Thursday, May 23, 2013

52 Photos Project, Week Five: Water Droplets

 (and a story of grief and gratitude, of joy and sorrow)


These are photos from November of 2010. I used the stick in the second photo to create a "thang" that still rings true to me.

I was reminded that joy and sorrow are never far apart today when I read a post on 3X3X365 that talked about honoring death and grief (it's the middle photo and story). When she wrote about the grave being covered by fake green grass carpet, she triggered a memory for me of my son's burial.

The cemetery is about an hour and a half away from where the funeral services were held. Several of his friends stopped to eat at a home where they all often hung out together. They thought they had plenty of time. But they were a little late arriving, and some of them were pallbearers. Because the friends were late and we took a little longer than planned, the grave digger people could not wait for us to all clear out before they lowered the casket. They had another burial at another cemetery to attend to. So there I was, still sitting in my front row seat, the grieving mother with what was left of her family. I watched carefully as they lowered the casket in the ground and then shoveled the dirt back in over the casket. Somehow, watching that ritual was strangely comforting to me.

I did not know until I read the blog post story today about honoring death and grief that I am so grateful his friends were a little late so that circumstances transpired such that I could sit and breathe my final goodbyes to my son's body.

Joy and sorrow, they are never far apart.


19 comments:

  1. Annie, you in turn triggered something in me. My mom died a year ago and recently, on the anniversary of her death, we buried her ashes in the niche that she had purchased a few years ago. After saying a couple of prayers, a few of us had brought a little something to include so we took turns explaining what we'd brought as we put it beside the urn.

    When we'd finished, the undertaker seemed surprised to learn that we all wanted to stay while they closed it and sealed it. I realized after reading your post that I actually did feel a sort of comfort from being a witness to the whole thing.

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  2. Oh, wow, Mich, that's such a cool memory and story! I'm glad to hear it! I love that y'all brought things to put in the urn!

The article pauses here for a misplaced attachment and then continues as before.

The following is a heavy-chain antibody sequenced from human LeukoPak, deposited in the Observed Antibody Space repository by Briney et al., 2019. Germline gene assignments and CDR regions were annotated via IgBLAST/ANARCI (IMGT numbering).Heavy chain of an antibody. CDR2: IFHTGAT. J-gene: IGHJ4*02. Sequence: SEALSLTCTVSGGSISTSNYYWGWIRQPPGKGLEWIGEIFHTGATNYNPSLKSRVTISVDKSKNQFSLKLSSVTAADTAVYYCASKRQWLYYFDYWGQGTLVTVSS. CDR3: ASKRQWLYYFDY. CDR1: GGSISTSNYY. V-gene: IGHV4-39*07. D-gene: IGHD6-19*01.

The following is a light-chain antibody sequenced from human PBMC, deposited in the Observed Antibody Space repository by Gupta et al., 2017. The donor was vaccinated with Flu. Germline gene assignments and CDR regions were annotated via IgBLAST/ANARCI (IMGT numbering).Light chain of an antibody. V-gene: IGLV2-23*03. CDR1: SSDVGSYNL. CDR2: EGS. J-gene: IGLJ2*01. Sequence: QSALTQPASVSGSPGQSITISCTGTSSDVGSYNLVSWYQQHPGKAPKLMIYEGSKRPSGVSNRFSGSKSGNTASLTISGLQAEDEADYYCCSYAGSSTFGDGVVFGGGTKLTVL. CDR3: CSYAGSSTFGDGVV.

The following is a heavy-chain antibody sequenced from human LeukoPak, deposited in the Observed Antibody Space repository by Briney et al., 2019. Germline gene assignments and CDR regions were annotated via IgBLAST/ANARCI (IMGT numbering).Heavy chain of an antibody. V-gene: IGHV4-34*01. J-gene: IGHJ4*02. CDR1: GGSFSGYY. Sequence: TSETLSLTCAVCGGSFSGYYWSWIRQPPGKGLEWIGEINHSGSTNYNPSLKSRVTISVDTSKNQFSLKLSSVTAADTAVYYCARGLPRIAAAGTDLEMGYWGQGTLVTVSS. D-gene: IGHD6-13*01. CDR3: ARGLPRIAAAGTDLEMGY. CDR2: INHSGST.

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  3. That's really beautiful.

    I remember that rainy branch photo. Love it still.

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  4. Thanks, Rach (but I know you're partial to rain)!

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  5. Beautiful post. Your 52 Photos Project piece is lovely. So simple and expressive.

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  6. Beautiful pictures and an even more touching story. I lost my child early during pregnancy and couldn't even bury her. So in a way, your story was comforting me, and don't we all have had our part in grief and loss in life? It's helpful to learn about how others learned to cope with it. Thanks.

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    1. I'm so sorry for your loss, Katrin. Losing a child, no matter how young or how old is just plain hard. Thank you for sharing.

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  7. You do amazing things with words.

    <3

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  8. Wonderful photo, wonderful words. They can even, eventually, become part of each other, don't you think?

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    1. I think so! Surely both are a part of everyone's life.

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  9. Thank you for saying what so many of us cannot express. The grief never ends, but you can begin to understand.

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  11. Let me try this again.....

    Very cool. Reminds of of the Kahlil Gibran quote which I will pitifully misquote as "You can't fill up with happiness until grief has carved out a big ole painful place for it to go"

    There...
    LVC

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    1. I'd never heard that particular Kahlil Gibran quote (well, yes, I know, it is somewhat paraphrased)! Thanks for bringing it up!

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